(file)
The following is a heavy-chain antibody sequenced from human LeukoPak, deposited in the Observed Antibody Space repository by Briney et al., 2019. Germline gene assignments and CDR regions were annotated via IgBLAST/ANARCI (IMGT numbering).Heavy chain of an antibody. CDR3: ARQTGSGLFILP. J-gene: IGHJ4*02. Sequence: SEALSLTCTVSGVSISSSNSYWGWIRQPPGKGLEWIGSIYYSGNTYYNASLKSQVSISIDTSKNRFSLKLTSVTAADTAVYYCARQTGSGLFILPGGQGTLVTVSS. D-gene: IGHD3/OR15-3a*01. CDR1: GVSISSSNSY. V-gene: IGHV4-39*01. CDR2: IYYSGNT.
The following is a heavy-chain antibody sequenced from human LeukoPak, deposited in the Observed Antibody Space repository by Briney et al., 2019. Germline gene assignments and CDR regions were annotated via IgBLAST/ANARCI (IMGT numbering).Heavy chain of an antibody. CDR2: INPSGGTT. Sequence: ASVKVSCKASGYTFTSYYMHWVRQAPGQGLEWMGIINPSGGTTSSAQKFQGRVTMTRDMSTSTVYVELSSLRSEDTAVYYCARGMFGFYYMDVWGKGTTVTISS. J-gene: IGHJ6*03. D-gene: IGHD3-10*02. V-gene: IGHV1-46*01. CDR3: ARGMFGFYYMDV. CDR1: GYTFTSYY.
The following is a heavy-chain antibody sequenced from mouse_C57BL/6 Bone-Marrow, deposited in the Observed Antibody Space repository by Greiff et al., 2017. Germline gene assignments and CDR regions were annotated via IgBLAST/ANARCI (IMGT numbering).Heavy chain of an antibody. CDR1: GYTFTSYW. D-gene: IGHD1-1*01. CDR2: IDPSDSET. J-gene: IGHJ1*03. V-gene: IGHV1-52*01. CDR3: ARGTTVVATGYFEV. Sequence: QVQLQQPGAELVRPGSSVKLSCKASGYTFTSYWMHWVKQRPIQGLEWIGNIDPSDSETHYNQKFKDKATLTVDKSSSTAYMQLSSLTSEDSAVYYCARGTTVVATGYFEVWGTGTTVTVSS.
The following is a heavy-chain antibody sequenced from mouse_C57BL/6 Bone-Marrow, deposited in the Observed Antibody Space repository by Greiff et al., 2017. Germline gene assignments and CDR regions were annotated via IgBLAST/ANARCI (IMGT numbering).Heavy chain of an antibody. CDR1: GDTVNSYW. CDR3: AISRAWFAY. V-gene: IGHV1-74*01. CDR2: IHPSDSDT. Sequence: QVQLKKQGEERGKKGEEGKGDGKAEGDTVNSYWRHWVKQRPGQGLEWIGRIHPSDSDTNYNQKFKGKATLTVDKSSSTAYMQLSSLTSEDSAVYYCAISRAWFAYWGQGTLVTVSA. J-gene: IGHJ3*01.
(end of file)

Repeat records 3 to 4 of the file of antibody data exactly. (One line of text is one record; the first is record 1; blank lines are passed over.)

The following is a heavy-chain antibody sequenced from mouse_C57BL/6 Bone-Marrow, deposited in the Observed Antibody Space repository by Greiff et al., 2017. Germline gene assignments and CDR regions were annotated via IgBLAST/ANARCI (IMGT numbering).Heavy chain of an antibody. CDR1: GYTFTSYW. D-gene: IGHD1-1*01. CDR2: IDPSDSET. J-gene: IGHJ1*03. V-gene: IGHV1-52*01. CDR3: ARGTTVVATGYFEV. Sequence: QVQLQQPGAELVRPGSSVKLSCKASGYTFTSYWMHWVKQRPIQGLEWIGNIDPSDSETHYNQKFKDKATLTVDKSSSTAYMQLSSLTSEDSAVYYCARGTTVVATGYFEVWGTGTTVTVSS.
The following is a heavy-chain antibody sequenced from mouse_C57BL/6 Bone-Marrow, deposited in the Observed Antibody Space repository by Greiff et al., 2017. Germline gene assignments and CDR regions were annotated via IgBLAST/ANARCI (IMGT numbering).Heavy chain of an antibody. CDR1: GDTVNSYW. CDR3: AISRAWFAY. V-gene: IGHV1-74*01. CDR2: IHPSDSDT. Sequence: QVQLKKQGEERGKKGEEGKGDGKAEGDTVNSYWRHWVKQRPGQGLEWIGRIHPSDSDTNYNQKFKGKATLTVDKSSSTAYMQLSSLTSEDSAVYYCAISRAWFAYWGQGTLVTVSA. J-gene: IGHJ3*01.